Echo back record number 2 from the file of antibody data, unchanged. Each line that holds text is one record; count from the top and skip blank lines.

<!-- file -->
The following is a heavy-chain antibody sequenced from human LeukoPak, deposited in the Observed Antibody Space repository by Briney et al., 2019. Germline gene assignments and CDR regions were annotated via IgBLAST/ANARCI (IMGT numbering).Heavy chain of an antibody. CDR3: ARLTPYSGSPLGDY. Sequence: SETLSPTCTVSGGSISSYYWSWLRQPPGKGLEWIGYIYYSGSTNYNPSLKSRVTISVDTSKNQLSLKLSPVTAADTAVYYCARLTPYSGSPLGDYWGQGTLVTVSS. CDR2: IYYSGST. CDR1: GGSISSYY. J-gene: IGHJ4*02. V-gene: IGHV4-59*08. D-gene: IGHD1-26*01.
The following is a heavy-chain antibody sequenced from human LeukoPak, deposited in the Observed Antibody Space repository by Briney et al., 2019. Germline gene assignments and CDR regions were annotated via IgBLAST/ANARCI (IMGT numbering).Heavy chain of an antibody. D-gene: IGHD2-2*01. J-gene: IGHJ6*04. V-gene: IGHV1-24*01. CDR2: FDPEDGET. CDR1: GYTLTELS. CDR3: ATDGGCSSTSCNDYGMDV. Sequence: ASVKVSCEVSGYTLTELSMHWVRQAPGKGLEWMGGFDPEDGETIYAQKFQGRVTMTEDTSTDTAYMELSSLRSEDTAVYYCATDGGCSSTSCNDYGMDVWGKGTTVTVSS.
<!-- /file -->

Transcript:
The following is a heavy-chain antibody sequenced from human LeukoPak, deposited in the Observed Antibody Space repository by Briney et al., 2019. Germline gene assignments and CDR regions were annotated via IgBLAST/ANARCI (IMGT numbering).Heavy chain of an antibody. D-gene: IGHD2-2*01. J-gene: IGHJ6*04. V-gene: IGHV1-24*01. CDR2: FDPEDGET. CDR1: GYTLTELS. CDR3: ATDGGCSSTSCNDYGMDV. Sequence: ASVKVSCEVSGYTLTELSMHWVRQAPGKGLEWMGGFDPEDGETIYAQKFQGRVTMTEDTSTDTAYMELSSLRSEDTAVYYCATDGGCSSTSCNDYGMDVWGKGTTVTVSS.